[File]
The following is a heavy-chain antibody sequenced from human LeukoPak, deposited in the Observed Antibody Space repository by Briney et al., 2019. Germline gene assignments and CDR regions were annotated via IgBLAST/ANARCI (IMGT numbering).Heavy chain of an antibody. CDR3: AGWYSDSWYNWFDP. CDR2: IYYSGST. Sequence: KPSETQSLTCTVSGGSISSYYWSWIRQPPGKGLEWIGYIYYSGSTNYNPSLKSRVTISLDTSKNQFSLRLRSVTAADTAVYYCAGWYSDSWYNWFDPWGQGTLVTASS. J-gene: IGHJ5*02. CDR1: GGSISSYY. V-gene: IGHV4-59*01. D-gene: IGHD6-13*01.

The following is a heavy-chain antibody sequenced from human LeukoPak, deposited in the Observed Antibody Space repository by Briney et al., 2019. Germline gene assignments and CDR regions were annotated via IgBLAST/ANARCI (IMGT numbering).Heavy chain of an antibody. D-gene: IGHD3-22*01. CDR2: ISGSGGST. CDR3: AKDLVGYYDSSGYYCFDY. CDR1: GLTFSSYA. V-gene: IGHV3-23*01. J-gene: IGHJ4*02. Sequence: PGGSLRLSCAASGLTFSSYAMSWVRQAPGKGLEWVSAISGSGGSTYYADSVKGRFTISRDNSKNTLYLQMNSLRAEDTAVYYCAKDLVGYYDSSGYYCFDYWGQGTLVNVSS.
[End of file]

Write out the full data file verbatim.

The following is a heavy-chain antibody sequenced from human LeukoPak, deposited in the Observed Antibody Space repository by Briney et al., 2019. Germline gene assignments and CDR regions were annotated via IgBLAST/ANARCI (IMGT numbering).Heavy chain of an antibody. CDR3: AGWYSDSWYNWFDP. CDR2: IYYSGST. Sequence: KPSETQSLTCTVSGGSISSYYWSWIRQPPGKGLEWIGYIYYSGSTNYNPSLKSRVTISLDTSKNQFSLRLRSVTAADTAVYYCAGWYSDSWYNWFDPWGQGTLVTASS. J-gene: IGHJ5*02. CDR1: GGSISSYY. V-gene: IGHV4-59*01. D-gene: IGHD6-13*01.

The following is a heavy-chain antibody sequenced from human LeukoPak, deposited in the Observed Antibody Space repository by Briney et al., 2019. Germline gene assignments and CDR regions were annotated via IgBLAST/ANARCI (IMGT numbering).Heavy chain of an antibody. D-gene: IGHD3-22*01. CDR2: ISGSGGST. CDR3: AKDLVGYYDSSGYYCFDY. CDR1: GLTFSSYA. V-gene: IGHV3-23*01. J-gene: IGHJ4*02. Sequence: PGGSLRLSCAASGLTFSSYAMSWVRQAPGKGLEWVSAISGSGGSTYYADSVKGRFTISRDNSKNTLYLQMNSLRAEDTAVYYCAKDLVGYYDSSGYYCFDYWGQGTLVNVSS.